Last year, the Raleigh affiliate screened more than 6,000 people by attending health fairs, the annual 2-day La Fiesta organized by Hispanic community members and even the state fair.
"At the state fair, we set up vision screening which seems to be a well-accepted and well-attended event with younger people who wouldn't go to a screening otherwise," Clary said. "It lets people know, ‘I need to get my vision checked more often.'"
Clary said a few weeks ago, they conducted screenings at a business and found similar situations.
"These individuals had vision coverage, but they were coming through with vision problems and you just sort of shake your head and say ‘what's the deal with this?,'" she said. "I think to a certain extent it is human nature, knowing something's important, but not taking the responsibility for yourself and doing it."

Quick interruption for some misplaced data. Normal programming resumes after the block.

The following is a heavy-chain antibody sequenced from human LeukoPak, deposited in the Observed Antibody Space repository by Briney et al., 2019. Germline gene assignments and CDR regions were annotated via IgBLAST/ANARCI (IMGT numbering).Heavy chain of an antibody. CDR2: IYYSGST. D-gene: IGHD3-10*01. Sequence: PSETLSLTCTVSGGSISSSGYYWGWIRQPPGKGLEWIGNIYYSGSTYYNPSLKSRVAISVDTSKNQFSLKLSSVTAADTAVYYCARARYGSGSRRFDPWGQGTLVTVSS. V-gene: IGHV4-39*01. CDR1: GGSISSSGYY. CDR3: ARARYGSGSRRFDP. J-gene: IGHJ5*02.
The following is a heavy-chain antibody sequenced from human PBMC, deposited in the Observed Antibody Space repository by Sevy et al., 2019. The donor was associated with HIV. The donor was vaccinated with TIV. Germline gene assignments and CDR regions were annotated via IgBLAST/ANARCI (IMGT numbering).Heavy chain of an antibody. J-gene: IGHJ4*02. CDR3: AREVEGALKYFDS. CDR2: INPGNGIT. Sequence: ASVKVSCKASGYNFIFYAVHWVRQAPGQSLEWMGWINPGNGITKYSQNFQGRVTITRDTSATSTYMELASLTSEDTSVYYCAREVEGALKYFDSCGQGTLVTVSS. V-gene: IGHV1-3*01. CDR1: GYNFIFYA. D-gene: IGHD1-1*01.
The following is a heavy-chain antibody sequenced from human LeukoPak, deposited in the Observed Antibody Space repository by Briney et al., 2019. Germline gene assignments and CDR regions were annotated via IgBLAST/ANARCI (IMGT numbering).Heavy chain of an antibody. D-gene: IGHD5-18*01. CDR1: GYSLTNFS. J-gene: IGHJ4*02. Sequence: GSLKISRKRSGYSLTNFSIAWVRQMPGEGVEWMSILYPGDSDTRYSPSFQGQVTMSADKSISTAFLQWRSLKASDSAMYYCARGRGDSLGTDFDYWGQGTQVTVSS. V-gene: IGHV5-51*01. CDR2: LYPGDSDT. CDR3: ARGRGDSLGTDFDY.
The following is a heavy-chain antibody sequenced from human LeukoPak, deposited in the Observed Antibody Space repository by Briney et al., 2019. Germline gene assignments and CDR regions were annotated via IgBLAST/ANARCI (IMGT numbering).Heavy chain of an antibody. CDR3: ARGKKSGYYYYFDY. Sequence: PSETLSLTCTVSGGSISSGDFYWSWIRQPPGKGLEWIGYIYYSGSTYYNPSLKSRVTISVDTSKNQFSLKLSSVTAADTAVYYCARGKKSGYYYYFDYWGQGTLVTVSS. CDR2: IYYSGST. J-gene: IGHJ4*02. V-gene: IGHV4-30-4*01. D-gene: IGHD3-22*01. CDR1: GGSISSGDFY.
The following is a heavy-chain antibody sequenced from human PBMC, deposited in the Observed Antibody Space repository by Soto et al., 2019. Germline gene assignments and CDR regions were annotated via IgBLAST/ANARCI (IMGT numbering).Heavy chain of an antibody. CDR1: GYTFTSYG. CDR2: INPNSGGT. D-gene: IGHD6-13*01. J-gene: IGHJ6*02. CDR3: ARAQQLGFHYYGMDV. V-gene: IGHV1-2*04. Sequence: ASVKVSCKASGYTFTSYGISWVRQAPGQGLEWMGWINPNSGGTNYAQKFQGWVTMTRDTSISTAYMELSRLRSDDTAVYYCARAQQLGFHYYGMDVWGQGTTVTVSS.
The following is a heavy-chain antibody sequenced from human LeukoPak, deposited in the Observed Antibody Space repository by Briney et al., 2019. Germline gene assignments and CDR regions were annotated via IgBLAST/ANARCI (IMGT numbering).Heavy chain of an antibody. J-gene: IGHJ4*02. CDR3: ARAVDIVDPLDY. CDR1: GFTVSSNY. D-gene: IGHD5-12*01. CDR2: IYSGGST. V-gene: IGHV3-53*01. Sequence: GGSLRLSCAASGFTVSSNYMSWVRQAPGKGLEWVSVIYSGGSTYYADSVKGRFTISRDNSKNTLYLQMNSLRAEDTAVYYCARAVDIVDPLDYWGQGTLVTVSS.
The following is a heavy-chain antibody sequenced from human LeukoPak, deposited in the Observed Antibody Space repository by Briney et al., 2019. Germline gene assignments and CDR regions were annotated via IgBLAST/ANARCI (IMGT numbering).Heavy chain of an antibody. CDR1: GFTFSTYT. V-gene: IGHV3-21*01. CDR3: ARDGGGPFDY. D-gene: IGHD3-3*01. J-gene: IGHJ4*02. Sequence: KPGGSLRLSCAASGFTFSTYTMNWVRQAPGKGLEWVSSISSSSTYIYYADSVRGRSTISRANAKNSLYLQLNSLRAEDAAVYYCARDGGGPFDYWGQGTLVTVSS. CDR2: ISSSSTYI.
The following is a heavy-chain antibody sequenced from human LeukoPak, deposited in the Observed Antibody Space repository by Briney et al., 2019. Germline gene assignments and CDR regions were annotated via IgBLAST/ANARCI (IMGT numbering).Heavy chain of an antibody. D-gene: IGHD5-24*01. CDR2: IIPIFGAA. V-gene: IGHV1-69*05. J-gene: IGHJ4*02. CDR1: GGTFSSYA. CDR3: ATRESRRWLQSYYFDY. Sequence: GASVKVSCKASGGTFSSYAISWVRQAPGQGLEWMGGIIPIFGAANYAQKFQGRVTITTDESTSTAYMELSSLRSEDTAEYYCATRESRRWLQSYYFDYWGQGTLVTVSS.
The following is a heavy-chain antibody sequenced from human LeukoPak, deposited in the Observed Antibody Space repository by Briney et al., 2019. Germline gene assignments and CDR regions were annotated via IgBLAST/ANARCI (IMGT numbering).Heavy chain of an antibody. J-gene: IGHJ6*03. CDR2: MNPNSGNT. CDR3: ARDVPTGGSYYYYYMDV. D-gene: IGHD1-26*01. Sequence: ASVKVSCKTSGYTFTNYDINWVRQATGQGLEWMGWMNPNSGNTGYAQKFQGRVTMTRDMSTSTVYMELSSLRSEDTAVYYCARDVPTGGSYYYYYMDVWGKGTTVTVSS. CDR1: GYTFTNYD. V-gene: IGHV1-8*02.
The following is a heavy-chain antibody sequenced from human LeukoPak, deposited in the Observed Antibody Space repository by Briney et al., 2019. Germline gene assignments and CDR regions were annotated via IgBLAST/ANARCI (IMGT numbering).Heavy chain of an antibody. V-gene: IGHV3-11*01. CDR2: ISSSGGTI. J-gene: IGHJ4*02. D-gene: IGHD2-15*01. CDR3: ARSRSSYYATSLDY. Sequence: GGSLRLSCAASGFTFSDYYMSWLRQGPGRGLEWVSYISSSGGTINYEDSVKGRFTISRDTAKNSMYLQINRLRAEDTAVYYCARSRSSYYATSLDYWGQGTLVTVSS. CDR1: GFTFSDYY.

Although she's not sure exactly why people aren't prioritizing eye health, Clary said she has noticed women, in particular, put off their health until everyone else is checked.
"I've heard people say, ‘as long as I can see ok, I don't need to go to the doctor,'" Clary said. "In theory that can be good, but you can have serious problems and not know it—glaucoma is one of those. People don't have symptoms until they lose sight."
With the goal of not letting things get that far, Hecker said it is vital to eliminate obstacles such as access and financial issues and spread the word concerning Medicare's coverage of eye screenings.
"You can't go back and save the vision you've lost," she said, "but you need to make sure you save the vision you have."
Fia Curley is a writer for the OMHRC. Comments? Email: firstname.lastname@example.org